Even though medicine is the most common
approach to treating epilepsy, it does not always work. In almost one-third of
people with epilepsy, medicine cannot control their seizures adequately (or at
all, in some cases). This number is even higher in
focal epilepsy. Surgery can greatly improve the lives
of some people who have
You may be a good candidate
for surgery if your seizures:
On the NBC show Heroes, Greg Grunberg plays an ordinary guy with
extraordinary powers. In real life, he credits astonishing powers to his
13-year-old son, Jake, who has lived with epilepsy for the past five years.
Epilepsy, a neurological condition that affects 3 million Americans (350,000
of them are children), causes periodic seizures, where the brain produces a
sudden burst of electrical activity. During a seizure, people can shake, stare,
fall down, or even briefly lose consciousness. "To...
Tend to result in injury or harm (for instance, if seizures
cause frequent falls).
Change or alter your
Are not controlled well with medicine, or you cannot
tolerate the side effects of the medicines.
Having frequent or severe seizures often restricts you from
driving, doing certain kinds of work, and other
activities. Medicine may fail to control these seizures. Or medicine may cause side
effects severe enough to disrupt your lifestyle.
Surgery is not an
"if all else fails" approach to treating epilepsy. It often may be a better
choice than trying each and every medicine. For
temporal lobe epilepsy, for instance, surgery may be
considered if two different first-line medicines are tried and neither controls
the seizures adequately. For certain types of childhood epilepsy-disorders
that children cannot outgrow and that do not respond to medicine-having surgery
at the youngest possible age may offer the greatest benefit for the child. The
younger brain is more adaptable and recovers better after surgery.
Epilepsy surgery removes an area of abnormal tissue in the brain, such as
a tumor or scar tissue, or the specific area of brain tissue where seizures
begin. Before surgery, you may have several tests (including an
magnetic resonance imaging [MRI], and video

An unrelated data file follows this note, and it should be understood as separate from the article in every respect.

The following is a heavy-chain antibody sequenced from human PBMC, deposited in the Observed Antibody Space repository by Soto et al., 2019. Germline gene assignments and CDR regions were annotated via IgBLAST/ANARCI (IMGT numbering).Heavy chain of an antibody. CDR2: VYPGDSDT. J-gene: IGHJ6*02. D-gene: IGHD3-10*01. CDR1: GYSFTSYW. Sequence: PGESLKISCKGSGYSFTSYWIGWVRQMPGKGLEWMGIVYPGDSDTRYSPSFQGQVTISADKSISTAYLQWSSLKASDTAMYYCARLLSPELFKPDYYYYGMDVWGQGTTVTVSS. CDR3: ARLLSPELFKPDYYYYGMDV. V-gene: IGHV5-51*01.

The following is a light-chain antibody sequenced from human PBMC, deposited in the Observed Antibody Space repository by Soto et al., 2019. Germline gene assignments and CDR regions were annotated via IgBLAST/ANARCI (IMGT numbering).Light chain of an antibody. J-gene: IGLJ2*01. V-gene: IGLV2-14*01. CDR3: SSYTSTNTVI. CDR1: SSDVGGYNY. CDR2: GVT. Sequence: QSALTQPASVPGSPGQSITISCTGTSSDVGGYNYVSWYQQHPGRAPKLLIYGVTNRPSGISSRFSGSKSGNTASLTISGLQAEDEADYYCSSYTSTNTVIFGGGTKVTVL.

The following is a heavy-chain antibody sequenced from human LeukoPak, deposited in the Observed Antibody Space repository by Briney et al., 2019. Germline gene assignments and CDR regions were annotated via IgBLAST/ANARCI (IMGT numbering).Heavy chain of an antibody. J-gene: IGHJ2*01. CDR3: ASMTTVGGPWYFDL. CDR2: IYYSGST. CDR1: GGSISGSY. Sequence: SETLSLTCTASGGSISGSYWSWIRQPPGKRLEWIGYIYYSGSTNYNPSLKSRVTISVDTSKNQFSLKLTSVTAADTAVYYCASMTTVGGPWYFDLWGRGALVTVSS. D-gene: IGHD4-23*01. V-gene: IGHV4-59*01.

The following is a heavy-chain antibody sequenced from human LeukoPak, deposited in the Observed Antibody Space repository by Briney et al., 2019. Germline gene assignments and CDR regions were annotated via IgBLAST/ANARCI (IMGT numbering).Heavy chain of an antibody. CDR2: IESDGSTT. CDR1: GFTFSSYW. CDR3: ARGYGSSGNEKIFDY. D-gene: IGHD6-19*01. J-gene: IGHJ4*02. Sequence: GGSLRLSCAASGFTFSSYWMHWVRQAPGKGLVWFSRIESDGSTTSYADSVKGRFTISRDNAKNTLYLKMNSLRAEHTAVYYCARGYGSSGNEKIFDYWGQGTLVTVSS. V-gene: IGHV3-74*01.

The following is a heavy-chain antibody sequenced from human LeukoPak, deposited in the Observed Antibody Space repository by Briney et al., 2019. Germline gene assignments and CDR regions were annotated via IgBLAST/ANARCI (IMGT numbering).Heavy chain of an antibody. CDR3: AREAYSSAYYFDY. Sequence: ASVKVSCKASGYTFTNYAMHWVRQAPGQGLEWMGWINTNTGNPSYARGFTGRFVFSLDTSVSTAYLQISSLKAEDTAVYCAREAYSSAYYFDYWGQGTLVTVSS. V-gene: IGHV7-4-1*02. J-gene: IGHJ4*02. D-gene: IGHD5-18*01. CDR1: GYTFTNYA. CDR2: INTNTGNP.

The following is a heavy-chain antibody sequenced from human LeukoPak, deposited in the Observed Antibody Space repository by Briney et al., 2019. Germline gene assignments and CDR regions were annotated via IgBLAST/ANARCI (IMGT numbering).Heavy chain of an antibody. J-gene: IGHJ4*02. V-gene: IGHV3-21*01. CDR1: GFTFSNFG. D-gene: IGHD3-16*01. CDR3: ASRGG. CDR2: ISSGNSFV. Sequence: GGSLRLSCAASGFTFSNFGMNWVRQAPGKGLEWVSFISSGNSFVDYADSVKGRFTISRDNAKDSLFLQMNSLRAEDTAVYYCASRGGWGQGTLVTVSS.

monitoring) to find exactly where seizures begin in the brain. After the
area of abnormal tissue where your seizures begin has been located, doctors can
decide whether or not it can be removed safely.
usually done in a hospital that is associated with an epilepsy center. The
surgery usually takes a few hours, and you have to stay in the hospital for a
few days afterward. It may be several months or more before you feel fully back
The type of epilepsy surgery depends on the location in
the brain in which seizures start.
The most common surgery is
anterior temporal lobectomy, which is the removal of
part of one of the brain's temporal lobes. For many people with temporal lobe
epilepsy, this surgery offers a very good chance of becoming
Some types of surgery are usually only done on
Surgery can be very effective
for some people with epilepsy. But surgery is not an option for everyone. If you or
your child has a type of epilepsy that might improve with surgical treatment,
you may want to think about some of these issues:
Surgery is not a last resort. It may be
considered after unsuccessfully trying two medicines.
surgery for some forms of childhood epilepsy may end seizures and prevent or
reverse developmental delays. Children make good surgical candidates. They tend to recover quickly with fewer problems
People who have temporal lobe epilepsy and whose seizures do
not get better with medicines may be good candidates for
Surgery is not always a cure for epilepsy. Some people
never have seizures again after surgery. But for many others, surgery only
reduces seizure frequency or severity.
You need to be healthy to
have the surgery and to benefit from it. People with severe illnesses,
psychiatric disorders, or neurological problems other than epilepsy may need
evaluations from more specialists to see if they are good candidates for
Epilepsy surgery involves removing part of your
brain. It can affect your brain function, although the effects may be less
bothersome than those caused by the epilepsy itself. Problems after surgery can
be mild to severe-such as less energy, visual defects, language and memory
problems, and weakness or partial paralysis on one side of the body-and may be
temporary or permanent.
Brain surgery is an expensive way to treat
epilepsy and carries with it many risks. Even if medicine does not prevent your
seizures, surgery may not be recommended if you only have seizures once in a
while or do not have severe seizures.